“Everyone” is an engineer. Developers and testers do not work on contradictory paradigms.
They are part of the “One” team.
These two statements form the basis of a successful DevOps team.
The key goal of an effective DevOps process is to keep the software artifact releasable, deployable, and shippable at all points in time even while new functionalities and features are being worked on.
Unfortunately, there is a lot of misunderstanding around the word “DevOps”. Organizations seem to be focusing too much on automating their deployments as much as possible (Not necessarily a bad thing!) and on-demand virtual infrastructure.
Two major (flawed) implementations have been observed:
- Form a tiger team and name it “DevOps” who do nothing but work on state of the art build pipelines using tools galore – Jenkins, Bamboo, and the likes.
- A “Strategy” geared towards CD (Continuous Delivery) with great emphasis on automating the deployments.
The truth is that there is a lot more to DevOps than what we have just outlined. We just cannot treat DevOps as an isolated activity. It is a mindset, it is a culture.
DevOps creates a culture where the “Team” (Dev, QA, and Operations) would work seamlessly to create, test, release, update, and monitor applications quicker and more efficiently.
There needs to be an obsession with quality in the “Team” with a clear focus and understanding of how a particular feature would deliver exceptional value, without which there is a high chance of building something wrong resulting in wastage of efforts and all automation done would be of no help!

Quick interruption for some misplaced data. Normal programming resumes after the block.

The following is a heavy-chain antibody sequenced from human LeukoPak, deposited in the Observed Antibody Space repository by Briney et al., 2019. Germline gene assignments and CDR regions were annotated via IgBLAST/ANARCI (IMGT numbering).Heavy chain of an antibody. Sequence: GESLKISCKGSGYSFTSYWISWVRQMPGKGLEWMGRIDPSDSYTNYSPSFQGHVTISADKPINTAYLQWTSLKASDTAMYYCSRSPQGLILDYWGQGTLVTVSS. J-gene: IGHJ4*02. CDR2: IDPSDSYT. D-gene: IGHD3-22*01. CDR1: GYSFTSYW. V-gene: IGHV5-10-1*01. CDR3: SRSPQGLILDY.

Changing role of QA in DevOps
Traditionally, there was a clear demarcation between Dev and QA. QA would get a build which would be deployed on their QA environment and QA would then commence their smoke, sanity, functional & regression testing. The build would sit with the QA for a couple of days and then finally a QA sign-off on the build.
All these changes with DevOps:
Reactive to Proactive
The primary role of the QA and test team traditionally has been to “Detect” faults and bugs. They were the last line of defense and were the gatekeepers to defect leakage. This was reactive. The QA teams now need a mindset change, they need to be “Proactive. What does that mean? This means closer collaboration with the Dev and product teams, constant checks and balances in the dev process and to an extent even acting as drivers and mentors to the overall quality of the code. The mantra here is “Continuous improvement”.”.
Continuous Quality does not just mean that we check for features and verify that they work as designed but to question whether the design is the best or to a level even if we picked the right feature!
This is driven by:
- A very high level of collaboration which is aimed to build a clear understanding of what the deliverables of the “Team” are. Practices that assist here can be impact analysis, story analysis, BDD (Behavior Driven Development)
- A right mix of technical practices which CI (Continuous integration), Automation of the UAT process, TDD (Test Driven Development).
DevOps teams function under a very high level of coordination which erases the boundaries between different roles defined as part of the “One” team. The idea is that everyone contributes to the software delivery value chain. Everyone is responsible for quality. Deployment engineers can add test cases if needed, Dev can configure deployment if needed and QA can configure automation test cases.
- Development Engineers – Continuous Testing with tests to include functional, performance, UI, API, and more along with regression tests to ensure comprehensive test coverage. Increase the breadth of test coverage to cover more modules, units, and functionality.
- Operations Engineers - Continuous Integration environment so as to use the right tests.